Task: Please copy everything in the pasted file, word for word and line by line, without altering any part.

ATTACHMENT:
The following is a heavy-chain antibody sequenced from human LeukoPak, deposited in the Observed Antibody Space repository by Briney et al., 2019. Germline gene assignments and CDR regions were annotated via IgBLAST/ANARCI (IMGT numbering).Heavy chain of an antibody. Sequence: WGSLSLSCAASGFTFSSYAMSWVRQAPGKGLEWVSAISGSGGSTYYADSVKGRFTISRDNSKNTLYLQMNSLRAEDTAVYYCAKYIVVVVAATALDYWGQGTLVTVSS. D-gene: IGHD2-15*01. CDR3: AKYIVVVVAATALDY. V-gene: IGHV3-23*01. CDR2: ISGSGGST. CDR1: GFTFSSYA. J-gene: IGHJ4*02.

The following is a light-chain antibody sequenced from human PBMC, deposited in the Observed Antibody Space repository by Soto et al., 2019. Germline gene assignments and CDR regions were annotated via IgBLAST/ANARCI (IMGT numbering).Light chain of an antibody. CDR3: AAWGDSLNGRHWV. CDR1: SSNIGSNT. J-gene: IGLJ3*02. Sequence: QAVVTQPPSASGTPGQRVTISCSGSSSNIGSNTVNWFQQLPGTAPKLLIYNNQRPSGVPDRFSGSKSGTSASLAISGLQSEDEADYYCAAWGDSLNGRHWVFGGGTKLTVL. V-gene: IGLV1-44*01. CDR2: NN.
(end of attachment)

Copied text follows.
The following is a heavy-chain antibody sequenced from human LeukoPak, deposited in the Observed Antibody Space repository by Briney et al., 2019. Germline gene assignments and CDR regions were annotated via IgBLAST/ANARCI (IMGT numbering).Heavy chain of an antibody. Sequence: WGSLSLSCAASGFTFSSYAMSWVRQAPGKGLEWVSAISGSGGSTYYADSVKGRFTISRDNSKNTLYLQMNSLRAEDTAVYYCAKYIVVVVAATALDYWGQGTLVTVSS. D-gene: IGHD2-15*01. CDR3: AKYIVVVVAATALDY. V-gene: IGHV3-23*01. CDR2: ISGSGGST. CDR1: GFTFSSYA. J-gene: IGHJ4*02.

The following is a light-chain antibody sequenced from human PBMC, deposited in the Observed Antibody Space repository by Soto et al., 2019. Germline gene assignments and CDR regions were annotated via IgBLAST/ANARCI (IMGT numbering).Light chain of an antibody. CDR3: AAWGDSLNGRHWV. CDR1: SSNIGSNT. J-gene: IGLJ3*02. Sequence: QAVVTQPPSASGTPGQRVTISCSGSSSNIGSNTVNWFQQLPGTAPKLLIYNNQRPSGVPDRFSGSKSGTSASLAISGLQSEDEADYYCAAWGDSLNGRHWVFGGGTKLTVL. V-gene: IGLV1-44*01. CDR2: NN.